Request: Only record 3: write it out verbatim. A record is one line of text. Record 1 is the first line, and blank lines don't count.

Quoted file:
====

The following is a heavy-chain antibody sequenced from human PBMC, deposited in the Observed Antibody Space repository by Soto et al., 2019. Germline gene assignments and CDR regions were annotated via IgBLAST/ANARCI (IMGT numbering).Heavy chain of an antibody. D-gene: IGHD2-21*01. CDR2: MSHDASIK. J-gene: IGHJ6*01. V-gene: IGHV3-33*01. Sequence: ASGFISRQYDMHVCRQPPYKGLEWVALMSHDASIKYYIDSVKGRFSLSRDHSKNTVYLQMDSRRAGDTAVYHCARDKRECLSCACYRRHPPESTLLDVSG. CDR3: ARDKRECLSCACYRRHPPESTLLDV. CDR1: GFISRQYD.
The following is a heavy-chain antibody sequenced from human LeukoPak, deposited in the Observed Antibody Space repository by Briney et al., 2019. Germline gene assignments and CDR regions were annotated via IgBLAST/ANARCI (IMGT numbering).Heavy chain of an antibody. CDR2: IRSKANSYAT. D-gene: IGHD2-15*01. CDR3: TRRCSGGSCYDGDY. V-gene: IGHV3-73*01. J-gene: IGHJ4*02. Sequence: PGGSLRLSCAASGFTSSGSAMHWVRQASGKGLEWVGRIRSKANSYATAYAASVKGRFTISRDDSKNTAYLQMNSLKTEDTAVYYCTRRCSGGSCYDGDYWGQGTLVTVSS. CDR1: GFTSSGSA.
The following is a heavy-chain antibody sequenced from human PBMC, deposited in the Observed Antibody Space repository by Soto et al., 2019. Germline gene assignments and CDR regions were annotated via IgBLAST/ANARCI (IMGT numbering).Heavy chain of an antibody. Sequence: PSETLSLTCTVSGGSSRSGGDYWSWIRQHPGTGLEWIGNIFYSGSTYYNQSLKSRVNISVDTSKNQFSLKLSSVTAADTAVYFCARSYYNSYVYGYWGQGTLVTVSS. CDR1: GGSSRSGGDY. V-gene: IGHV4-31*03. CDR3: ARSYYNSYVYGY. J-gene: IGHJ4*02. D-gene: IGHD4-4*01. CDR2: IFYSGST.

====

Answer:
The following is a heavy-chain antibody sequenced from human PBMC, deposited in the Observed Antibody Space repository by Soto et al., 2019. Germline gene assignments and CDR regions were annotated via IgBLAST/ANARCI (IMGT numbering).Heavy chain of an antibody. Sequence: PSETLSLTCTVSGGSSRSGGDYWSWIRQHPGTGLEWIGNIFYSGSTYYNQSLKSRVNISVDTSKNQFSLKLSSVTAADTAVYFCARSYYNSYVYGYWGQGTLVTVSS. CDR1: GGSSRSGGDY. V-gene: IGHV4-31*03. CDR3: ARSYYNSYVYGY. J-gene: IGHJ4*02. D-gene: IGHD4-4*01. CDR2: IFYSGST.